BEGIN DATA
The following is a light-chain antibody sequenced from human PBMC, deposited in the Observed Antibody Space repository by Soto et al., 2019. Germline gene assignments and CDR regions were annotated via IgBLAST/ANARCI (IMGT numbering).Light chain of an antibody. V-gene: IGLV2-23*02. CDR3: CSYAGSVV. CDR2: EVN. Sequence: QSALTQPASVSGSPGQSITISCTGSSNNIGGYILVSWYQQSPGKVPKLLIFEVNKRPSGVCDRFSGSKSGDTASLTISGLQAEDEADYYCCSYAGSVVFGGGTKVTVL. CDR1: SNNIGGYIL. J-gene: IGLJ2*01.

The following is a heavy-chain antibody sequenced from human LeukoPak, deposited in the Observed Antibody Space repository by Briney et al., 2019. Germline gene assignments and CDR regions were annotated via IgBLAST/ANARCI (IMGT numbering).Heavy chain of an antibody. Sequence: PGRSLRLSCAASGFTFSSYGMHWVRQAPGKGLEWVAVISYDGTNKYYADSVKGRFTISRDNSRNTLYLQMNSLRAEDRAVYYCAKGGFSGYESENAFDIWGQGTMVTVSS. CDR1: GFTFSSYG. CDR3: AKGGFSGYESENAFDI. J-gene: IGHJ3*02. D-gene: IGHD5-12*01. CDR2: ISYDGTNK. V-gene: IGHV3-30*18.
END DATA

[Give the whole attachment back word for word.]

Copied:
The following is a light-chain antibody sequenced from human PBMC, deposited in the Observed Antibody Space repository by Soto et al., 2019. Germline gene assignments and CDR regions were annotated via IgBLAST/ANARCI (IMGT numbering).Light chain of an antibody. V-gene: IGLV2-23*02. CDR3: CSYAGSVV. CDR2: EVN. Sequence: QSALTQPASVSGSPGQSITISCTGSSNNIGGYILVSWYQQSPGKVPKLLIFEVNKRPSGVCDRFSGSKSGDTASLTISGLQAEDEADYYCCSYAGSVVFGGGTKVTVL. CDR1: SNNIGGYIL. J-gene: IGLJ2*01.

The following is a heavy-chain antibody sequenced from human LeukoPak, deposited in the Observed Antibody Space repository by Briney et al., 2019. Germline gene assignments and CDR regions were annotated via IgBLAST/ANARCI (IMGT numbering).Heavy chain of an antibody. Sequence: PGRSLRLSCAASGFTFSSYGMHWVRQAPGKGLEWVAVISYDGTNKYYADSVKGRFTISRDNSRNTLYLQMNSLRAEDRAVYYCAKGGFSGYESENAFDIWGQGTMVTVSS. CDR1: GFTFSSYG. CDR3: AKGGFSGYESENAFDI. J-gene: IGHJ3*02. D-gene: IGHD5-12*01. CDR2: ISYDGTNK. V-gene: IGHV3-30*18.